Seek Extraordinary

“If you aren’t living on the edge, you are taking up too much space.” – Jim Whittaker

Reincarnation is a cool concept, but I can only locate the receipt for this one particular life so I would like to get some good use of it since it is all I’ve got and already pretty stained up and, presumably, nonreturnable.

It is not my style to tell people how to use theirs. I hate to appear presumptuous. Best I can tell, it is your prerogative to be extraordinary or ordinary or wasteful or a downright jerk with “your one wild and precious life” to borrow Mary Oliver’s poetic phrase. I can still make suggestions.

I suggest taking aim at extraordinary.

I live and work on a university campus. Admittedly, this particular campus is disgustingly awesome, but I think all college campuses are pretty fantastic because they are places where big dreamers and big ideas fall in love and produce miracles.

This is on my mind because we just returned from “Summer in Seattle” at Seattle University, a pre-orientation program for new freshmen and their families, including mine. In the closing session, a vice president shared the quote used as the epigraph for this little essay from an alum of Seattle U who also happened to be the first American to reach the summit of Mount Everest. It is a great bumper sticker quote that I loved at first, hated at second, didn’t know what to do with at third, but by the time it reached home I liked it pretty much a whole lot. Hence, my presumptuous suggestion for your life’s consideration:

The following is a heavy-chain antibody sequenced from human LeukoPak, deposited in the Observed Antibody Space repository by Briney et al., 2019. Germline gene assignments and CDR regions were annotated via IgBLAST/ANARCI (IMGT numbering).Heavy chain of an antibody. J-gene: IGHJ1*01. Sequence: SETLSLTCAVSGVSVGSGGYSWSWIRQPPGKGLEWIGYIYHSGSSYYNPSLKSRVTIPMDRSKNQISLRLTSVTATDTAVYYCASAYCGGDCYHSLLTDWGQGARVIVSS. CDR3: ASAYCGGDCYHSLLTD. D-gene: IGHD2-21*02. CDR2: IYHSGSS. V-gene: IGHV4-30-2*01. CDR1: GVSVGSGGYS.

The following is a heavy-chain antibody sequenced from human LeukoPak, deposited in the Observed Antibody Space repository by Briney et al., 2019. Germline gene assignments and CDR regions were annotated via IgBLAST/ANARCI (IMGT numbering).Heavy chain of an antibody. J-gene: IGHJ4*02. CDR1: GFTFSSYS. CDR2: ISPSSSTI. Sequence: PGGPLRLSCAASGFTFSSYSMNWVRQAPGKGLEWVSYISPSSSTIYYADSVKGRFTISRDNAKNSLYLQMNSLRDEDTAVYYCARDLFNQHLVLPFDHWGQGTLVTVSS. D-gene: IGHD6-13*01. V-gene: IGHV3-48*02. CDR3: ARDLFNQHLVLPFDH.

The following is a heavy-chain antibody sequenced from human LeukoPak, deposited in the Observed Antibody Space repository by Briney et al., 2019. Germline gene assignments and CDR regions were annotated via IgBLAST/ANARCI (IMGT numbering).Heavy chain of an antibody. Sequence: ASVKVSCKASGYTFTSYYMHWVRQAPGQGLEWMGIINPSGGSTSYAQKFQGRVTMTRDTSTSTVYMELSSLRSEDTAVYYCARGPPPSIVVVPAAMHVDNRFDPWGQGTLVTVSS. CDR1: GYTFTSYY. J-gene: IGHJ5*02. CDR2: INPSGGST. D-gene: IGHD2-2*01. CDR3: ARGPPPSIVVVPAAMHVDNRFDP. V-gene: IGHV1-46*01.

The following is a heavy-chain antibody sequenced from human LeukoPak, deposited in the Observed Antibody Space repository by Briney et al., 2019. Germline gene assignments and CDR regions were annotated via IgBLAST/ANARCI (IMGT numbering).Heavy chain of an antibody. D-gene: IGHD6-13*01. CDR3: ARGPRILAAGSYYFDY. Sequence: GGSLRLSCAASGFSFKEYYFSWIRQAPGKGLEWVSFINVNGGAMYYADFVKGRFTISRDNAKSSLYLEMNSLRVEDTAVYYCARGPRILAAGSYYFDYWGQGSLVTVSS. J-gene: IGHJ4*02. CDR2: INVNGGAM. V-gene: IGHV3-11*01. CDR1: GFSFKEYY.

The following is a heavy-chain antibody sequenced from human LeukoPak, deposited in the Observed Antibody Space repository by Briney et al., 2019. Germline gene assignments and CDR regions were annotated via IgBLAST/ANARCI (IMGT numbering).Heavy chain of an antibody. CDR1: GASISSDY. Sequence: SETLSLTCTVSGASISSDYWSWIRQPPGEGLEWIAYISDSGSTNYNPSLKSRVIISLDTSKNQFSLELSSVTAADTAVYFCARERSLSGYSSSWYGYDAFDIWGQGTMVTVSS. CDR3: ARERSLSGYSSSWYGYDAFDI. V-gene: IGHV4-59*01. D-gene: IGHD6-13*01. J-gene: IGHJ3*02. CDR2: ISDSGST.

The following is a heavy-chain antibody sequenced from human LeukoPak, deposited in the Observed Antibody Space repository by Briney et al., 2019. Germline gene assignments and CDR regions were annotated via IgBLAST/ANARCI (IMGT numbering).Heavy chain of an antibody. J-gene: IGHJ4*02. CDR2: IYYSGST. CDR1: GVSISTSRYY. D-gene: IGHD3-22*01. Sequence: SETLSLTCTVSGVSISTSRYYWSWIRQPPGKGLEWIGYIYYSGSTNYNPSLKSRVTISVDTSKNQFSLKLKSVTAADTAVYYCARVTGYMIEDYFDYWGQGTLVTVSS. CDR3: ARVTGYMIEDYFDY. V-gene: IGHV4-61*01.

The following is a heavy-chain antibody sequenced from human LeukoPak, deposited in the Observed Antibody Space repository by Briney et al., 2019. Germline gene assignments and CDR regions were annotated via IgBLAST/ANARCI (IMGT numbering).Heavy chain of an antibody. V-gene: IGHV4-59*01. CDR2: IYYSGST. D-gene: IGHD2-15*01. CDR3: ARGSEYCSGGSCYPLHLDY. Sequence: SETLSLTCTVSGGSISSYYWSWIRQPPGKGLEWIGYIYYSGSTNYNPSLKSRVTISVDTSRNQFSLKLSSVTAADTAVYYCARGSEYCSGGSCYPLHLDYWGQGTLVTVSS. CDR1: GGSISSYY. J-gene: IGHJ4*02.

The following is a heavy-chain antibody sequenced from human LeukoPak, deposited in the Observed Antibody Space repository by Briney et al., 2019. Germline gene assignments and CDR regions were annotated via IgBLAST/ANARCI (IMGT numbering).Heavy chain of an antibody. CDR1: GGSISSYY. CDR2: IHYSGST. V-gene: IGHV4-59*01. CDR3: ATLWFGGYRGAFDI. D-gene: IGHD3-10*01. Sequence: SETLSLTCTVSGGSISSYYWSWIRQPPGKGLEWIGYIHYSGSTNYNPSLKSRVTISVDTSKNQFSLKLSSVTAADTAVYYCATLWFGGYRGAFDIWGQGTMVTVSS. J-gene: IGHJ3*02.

You can’t be extraordinary playing it safe all the time.¹

I am a fan of safe. I’m a lawyer after all. But playing it safe is only useful if it keeps you safe for something, not just from something.

And I am not a fan of stereotypical thrill-seeking. Those thrills are cheap. But you should seek something that will ultimately be thrilling—just don’t settle for cheap.

I suggest that you seek an extraordinary life. But you get to choose. I hate to appear presumptuous.

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¹ See the Parable of the Talents (Matthew 25: 14-30).

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